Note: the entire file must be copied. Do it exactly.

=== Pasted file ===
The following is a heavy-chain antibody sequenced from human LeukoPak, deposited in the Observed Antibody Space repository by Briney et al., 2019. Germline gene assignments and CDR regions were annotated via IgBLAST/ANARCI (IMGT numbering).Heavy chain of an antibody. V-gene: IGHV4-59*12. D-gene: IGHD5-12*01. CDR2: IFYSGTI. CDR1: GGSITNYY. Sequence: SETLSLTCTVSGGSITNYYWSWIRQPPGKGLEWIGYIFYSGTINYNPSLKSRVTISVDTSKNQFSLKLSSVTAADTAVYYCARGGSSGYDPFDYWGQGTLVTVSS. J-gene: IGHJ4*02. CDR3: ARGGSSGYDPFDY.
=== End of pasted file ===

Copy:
The following is a heavy-chain antibody sequenced from human LeukoPak, deposited in the Observed Antibody Space repository by Briney et al., 2019. Germline gene assignments and CDR regions were annotated via IgBLAST/ANARCI (IMGT numbering).Heavy chain of an antibody. V-gene: IGHV4-59*12. D-gene: IGHD5-12*01. CDR2: IFYSGTI. CDR1: GGSITNYY. Sequence: SETLSLTCTVSGGSITNYYWSWIRQPPGKGLEWIGYIFYSGTINYNPSLKSRVTISVDTSKNQFSLKLSSVTAADTAVYYCARGGSSGYDPFDYWGQGTLVTVSS. J-gene: IGHJ4*02. CDR3: ARGGSSGYDPFDY.